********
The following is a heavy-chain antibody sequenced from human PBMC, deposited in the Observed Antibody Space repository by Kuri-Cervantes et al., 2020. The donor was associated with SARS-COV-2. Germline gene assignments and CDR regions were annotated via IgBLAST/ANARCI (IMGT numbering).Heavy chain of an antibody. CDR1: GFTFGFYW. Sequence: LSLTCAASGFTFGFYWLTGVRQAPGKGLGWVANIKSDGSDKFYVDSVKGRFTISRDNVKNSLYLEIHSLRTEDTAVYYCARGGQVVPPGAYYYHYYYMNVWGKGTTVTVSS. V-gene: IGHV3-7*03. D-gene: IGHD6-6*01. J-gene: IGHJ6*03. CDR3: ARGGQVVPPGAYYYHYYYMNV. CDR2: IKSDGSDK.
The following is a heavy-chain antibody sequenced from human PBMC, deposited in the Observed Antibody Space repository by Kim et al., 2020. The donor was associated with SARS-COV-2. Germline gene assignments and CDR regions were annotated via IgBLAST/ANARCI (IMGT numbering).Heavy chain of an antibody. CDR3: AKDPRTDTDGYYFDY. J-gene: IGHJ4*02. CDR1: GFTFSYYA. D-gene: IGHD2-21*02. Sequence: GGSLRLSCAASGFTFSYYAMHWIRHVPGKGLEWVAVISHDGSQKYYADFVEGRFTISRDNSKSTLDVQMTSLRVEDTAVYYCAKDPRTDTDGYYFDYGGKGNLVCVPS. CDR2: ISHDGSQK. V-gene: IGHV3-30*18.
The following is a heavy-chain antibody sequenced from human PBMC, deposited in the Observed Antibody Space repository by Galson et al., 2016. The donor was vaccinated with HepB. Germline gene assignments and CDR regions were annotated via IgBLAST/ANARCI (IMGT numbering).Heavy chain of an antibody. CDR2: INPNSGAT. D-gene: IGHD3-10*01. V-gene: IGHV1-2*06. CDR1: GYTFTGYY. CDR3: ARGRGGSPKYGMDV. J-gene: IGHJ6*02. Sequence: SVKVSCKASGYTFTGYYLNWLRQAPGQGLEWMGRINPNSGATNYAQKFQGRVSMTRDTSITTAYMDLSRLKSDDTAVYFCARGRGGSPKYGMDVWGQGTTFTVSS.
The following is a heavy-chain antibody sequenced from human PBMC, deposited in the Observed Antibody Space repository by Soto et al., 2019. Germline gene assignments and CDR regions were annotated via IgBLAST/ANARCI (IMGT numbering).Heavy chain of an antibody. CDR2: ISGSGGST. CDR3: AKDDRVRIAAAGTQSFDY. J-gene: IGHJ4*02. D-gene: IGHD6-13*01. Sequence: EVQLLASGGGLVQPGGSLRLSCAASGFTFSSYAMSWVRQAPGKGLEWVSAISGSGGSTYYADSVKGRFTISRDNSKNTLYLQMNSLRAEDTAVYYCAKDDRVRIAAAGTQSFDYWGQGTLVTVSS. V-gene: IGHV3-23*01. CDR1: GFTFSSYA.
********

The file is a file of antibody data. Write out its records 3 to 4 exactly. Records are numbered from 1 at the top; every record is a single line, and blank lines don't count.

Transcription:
The following is a heavy-chain antibody sequenced from human PBMC, deposited in the Observed Antibody Space repository by Galson et al., 2016. The donor was vaccinated with HepB. Germline gene assignments and CDR regions were annotated via IgBLAST/ANARCI (IMGT numbering).Heavy chain of an antibody. CDR2: INPNSGAT. D-gene: IGHD3-10*01. V-gene: IGHV1-2*06. CDR1: GYTFTGYY. CDR3: ARGRGGSPKYGMDV. J-gene: IGHJ6*02. Sequence: SVKVSCKASGYTFTGYYLNWLRQAPGQGLEWMGRINPNSGATNYAQKFQGRVSMTRDTSITTAYMDLSRLKSDDTAVYFCARGRGGSPKYGMDVWGQGTTFTVSS.
The following is a heavy-chain antibody sequenced from human PBMC, deposited in the Observed Antibody Space repository by Soto et al., 2019. Germline gene assignments and CDR regions were annotated via IgBLAST/ANARCI (IMGT numbering).Heavy chain of an antibody. CDR2: ISGSGGST. CDR3: AKDDRVRIAAAGTQSFDY. J-gene: IGHJ4*02. D-gene: IGHD6-13*01. Sequence: EVQLLASGGGLVQPGGSLRLSCAASGFTFSSYAMSWVRQAPGKGLEWVSAISGSGGSTYYADSVKGRFTISRDNSKNTLYLQMNSLRAEDTAVYYCAKDDRVRIAAAGTQSFDYWGQGTLVTVSS. V-gene: IGHV3-23*01. CDR1: GFTFSSYA.